Collaborative study suggests nature reserves enable greater resilience for ecosystems against foreign invaders.
Nature reserves, national parks and marine protected areas have been proven to effectively shield native wildlife from the impacts of invasive species, in a new study published this week in the journal Global Change Biology.
Led by the Pyrenean Institute of Ecology (IPE) alongside co-authors from institutions including international conservation charity ZSL (Zoological Society of London), the University of Cambridge and CABI, the international research shows that despite their effectiveness, these areas could be compromised in future, as climate change impacts the range of increasing numbers of species.
Invasive species – non-native organisms that are introduced to an ecosystem and can often thrive at the expense of native wildlife, such as the invasive grey squirrel (Sciurus carolinensis) which displaced red squirrels (Sciurus vulgaris) in the UK – have been implicated in 58 per cent of recent extinctions worldwide and are unanimously recognised by conservationists as posing a serious threat to global ecosystems.
Until now, however, conservationists have lacked evidence of how effective protected areas are in mitigating against the threats and challenges these species cause, such as competition for food and territory, inter-species predation and invasive diseases.
Evaluating the current and future distributions of 100 of the most invasive terrestrial, freshwater and marine species in Europe – from the brown rat (Rattus norvegicus) to the red-swamp crayfish (Procambarus clarkia) – the team assessed the combined threat these animals pose to existing protected areas, when combined with the overarching issue of climate change.
Encouragingly, they found that only a quarter of the protected areas set up over the last century have so far been colonised by invaders, even in cases where the conditions inside the protected area appear to be favourable for them.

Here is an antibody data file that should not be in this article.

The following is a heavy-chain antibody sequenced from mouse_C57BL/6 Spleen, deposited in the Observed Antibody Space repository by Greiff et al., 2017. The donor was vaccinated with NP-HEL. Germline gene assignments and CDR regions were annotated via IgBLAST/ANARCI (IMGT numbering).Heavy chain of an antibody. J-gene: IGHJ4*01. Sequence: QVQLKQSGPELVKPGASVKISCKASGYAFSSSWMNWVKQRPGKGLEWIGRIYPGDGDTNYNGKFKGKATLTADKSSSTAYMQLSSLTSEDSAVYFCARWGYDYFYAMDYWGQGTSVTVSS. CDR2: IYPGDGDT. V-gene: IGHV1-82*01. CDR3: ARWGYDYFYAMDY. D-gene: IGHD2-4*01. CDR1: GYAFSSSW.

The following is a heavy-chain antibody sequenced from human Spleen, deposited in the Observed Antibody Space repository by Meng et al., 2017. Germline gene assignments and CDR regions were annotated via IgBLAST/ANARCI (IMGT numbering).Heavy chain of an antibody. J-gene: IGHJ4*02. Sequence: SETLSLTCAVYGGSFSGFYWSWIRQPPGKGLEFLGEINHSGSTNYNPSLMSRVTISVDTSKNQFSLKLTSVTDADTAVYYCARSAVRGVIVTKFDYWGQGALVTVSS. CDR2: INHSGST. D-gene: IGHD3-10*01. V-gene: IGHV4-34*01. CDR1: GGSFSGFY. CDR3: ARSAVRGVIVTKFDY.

Fewer invasive species were found in more well-established protected areas with low levels of human activity – underlining the role played by humans in either deliberately or unintentionally facilitating the movement of invasives.
However, this could all change in future. The team’s findings also suggest that climate change has potential not only to drive vulnerable species out of the current boundaries of their protected areas, but also to allow invasive species to colonise these areas more effectively, further increasing the pressure on native wildlife.
Co-author Dr Chris Yesson, from ZSL’s Institute of Zoology, said: “As climate change increases the pressure on vulnerable species worldwide, in many cases heightening the extinction risk, it is vital that we develop a more sophisticated understanding of the impacts of our current conservation methods and how these could potentially help mitigate against these threats.
“It’s already been shown that climate change, with the changes in land-use and human movement this often entails, may facilitate the spread of invasive species. Our latest findings suggest just how significant this threat could be, but also highlight the potential role of effectively-managed protected areas in pointing towards a brighter future for all wildlife worldwide.”
Dr David Aldridge from the University of Cambridge’s Department of Zoology, a co-author of the study, said: “Our study shows that protected areas are providing an important refuge for species that are threatened by biological invasions. However, in the future we must also consider the effect of a changing climate in continuing to select the very best regions of land, sea and freshwater to conserve.”